3. Tom Cutterham says:

    Thanks for great comments, both. Michael, I take your position to be the standard one, in which “civil war” applies specifically to the south during the British southern strategy, but not to the conflict more broadly. My contention is that there’s something to be gained from extending that framework outward in space and time: firstly because it integrates the violence and devastation beyond the south (like in the neutral zone), secondly because it reframes the revolution as a crisis of identity and sovereignty rather than a conflict between already-existing identities/sovereignties.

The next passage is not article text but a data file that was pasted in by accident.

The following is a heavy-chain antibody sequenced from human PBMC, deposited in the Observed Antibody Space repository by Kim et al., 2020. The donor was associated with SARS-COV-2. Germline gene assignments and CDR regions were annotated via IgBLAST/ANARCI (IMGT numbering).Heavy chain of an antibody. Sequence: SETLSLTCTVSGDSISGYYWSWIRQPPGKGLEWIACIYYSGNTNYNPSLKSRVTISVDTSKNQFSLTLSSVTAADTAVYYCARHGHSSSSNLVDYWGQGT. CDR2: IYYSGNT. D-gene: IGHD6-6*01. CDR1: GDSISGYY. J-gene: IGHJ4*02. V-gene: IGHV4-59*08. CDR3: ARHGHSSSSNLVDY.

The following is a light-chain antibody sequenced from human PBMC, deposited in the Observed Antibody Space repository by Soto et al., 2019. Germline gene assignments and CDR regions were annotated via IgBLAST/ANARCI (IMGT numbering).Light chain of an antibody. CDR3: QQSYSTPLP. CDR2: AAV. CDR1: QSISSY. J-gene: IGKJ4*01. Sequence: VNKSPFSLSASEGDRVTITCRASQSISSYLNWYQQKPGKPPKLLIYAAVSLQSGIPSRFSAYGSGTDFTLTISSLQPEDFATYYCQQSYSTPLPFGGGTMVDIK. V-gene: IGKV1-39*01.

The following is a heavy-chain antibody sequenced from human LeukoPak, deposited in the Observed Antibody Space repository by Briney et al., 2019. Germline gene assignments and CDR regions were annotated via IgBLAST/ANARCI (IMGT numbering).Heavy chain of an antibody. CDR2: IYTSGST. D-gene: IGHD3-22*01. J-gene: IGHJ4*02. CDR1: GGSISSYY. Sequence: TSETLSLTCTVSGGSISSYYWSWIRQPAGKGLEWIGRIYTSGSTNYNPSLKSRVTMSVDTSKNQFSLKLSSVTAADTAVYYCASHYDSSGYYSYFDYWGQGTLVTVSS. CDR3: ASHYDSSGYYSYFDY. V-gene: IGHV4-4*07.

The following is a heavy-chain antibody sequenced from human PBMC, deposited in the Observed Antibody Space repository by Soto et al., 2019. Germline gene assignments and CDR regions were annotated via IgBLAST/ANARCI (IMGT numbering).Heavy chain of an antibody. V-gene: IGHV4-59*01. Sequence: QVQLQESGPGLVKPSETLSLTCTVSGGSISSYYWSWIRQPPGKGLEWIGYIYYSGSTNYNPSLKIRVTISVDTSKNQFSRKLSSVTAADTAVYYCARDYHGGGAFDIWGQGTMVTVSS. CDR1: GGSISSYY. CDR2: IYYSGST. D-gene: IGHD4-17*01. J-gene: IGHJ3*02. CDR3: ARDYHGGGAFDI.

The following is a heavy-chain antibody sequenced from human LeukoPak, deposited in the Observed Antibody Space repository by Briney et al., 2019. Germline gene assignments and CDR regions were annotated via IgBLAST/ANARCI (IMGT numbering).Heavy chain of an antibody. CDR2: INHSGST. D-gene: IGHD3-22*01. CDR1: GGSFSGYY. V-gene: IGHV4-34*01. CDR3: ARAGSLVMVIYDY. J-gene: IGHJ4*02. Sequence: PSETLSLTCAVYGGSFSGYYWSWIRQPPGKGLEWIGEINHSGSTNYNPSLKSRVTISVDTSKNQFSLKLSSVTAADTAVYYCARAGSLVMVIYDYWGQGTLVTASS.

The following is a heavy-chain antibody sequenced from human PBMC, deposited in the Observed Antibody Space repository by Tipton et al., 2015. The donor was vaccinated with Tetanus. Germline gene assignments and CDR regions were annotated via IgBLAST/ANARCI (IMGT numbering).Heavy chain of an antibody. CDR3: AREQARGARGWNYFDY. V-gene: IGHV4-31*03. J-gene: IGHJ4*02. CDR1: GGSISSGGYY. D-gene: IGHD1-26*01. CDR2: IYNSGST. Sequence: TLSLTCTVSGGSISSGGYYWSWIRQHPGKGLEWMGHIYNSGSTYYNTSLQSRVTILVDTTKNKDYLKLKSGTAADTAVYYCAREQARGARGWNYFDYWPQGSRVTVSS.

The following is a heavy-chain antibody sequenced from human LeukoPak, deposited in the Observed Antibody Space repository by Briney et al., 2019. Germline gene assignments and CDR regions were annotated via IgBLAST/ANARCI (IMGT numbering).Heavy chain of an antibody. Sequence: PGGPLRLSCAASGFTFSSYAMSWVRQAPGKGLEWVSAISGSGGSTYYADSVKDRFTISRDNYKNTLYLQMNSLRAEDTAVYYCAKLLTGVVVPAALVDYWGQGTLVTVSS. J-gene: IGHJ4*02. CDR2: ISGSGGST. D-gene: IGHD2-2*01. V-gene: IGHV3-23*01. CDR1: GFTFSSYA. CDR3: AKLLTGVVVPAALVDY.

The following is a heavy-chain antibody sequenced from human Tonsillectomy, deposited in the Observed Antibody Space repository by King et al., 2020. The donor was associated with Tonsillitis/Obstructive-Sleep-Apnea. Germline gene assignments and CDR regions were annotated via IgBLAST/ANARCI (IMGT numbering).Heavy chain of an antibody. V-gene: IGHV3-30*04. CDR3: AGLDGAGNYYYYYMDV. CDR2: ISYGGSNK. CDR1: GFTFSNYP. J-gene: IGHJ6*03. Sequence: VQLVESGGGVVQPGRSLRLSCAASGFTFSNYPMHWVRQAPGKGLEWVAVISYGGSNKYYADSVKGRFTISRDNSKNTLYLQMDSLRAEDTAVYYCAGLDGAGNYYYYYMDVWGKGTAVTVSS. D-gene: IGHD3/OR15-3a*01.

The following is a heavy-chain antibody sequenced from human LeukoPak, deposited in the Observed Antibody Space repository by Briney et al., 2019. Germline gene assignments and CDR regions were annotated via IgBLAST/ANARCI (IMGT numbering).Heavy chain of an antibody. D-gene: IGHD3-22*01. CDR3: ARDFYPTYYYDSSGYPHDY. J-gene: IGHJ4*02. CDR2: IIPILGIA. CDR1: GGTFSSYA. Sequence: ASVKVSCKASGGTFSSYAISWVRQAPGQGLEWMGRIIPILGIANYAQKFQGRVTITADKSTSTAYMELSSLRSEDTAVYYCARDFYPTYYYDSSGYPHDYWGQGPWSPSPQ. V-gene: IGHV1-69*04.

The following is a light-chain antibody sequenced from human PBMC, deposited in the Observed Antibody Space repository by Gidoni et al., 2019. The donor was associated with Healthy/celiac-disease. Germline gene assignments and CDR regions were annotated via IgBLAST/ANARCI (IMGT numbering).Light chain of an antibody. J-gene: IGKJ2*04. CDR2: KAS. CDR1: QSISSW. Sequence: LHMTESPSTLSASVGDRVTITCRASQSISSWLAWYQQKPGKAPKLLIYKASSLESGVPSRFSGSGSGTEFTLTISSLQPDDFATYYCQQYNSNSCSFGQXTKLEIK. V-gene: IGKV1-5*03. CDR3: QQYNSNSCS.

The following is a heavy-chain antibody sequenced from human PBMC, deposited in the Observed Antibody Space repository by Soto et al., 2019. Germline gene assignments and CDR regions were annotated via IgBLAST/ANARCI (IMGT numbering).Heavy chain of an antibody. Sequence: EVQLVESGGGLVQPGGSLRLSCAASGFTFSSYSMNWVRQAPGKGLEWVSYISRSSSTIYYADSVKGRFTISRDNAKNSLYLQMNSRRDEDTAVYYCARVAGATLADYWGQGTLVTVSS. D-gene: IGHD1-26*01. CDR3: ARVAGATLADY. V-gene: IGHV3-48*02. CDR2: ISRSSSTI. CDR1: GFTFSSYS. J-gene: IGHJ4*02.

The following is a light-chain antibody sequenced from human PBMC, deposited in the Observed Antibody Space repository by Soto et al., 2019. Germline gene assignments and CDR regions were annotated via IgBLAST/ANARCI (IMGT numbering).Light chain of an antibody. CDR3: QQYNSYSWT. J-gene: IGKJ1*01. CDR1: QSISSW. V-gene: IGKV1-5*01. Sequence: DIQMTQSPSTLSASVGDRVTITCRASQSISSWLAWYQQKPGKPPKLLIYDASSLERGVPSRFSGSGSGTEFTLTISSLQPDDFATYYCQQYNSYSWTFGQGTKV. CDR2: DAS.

When it comes to what is meant by civil war, my point is that it doesn’t make as much sense as we often seem to think to talk about “internal” and “external” conflict. Gould, Hendrickson, and the rest have shown that much. But that’s where I think Hobbes comes in, because when he thinks about the English Civil War it’s not the contained, “internal” nature of the war that matters (and of course, that war was *not* contained to England), but the dissolution of sovereignty and the question of competing authorities. For large numbers of people and for long periods of time during the revolution, they just don’t know who their protector is, they don’t have a legitimate state. I agree with Matt that there’s a lot of continuity. But there’s also a pretty clear absence of the law in these places I’ve mentioned. As Aedanus Burke put it in 1783, of South Carolina: “our government was dissolved: it did not exist.” It’s in reconstructing the law, reconstructing the state, often in the midst of war, that the boundary lines that make American identity and citizenship get drawn.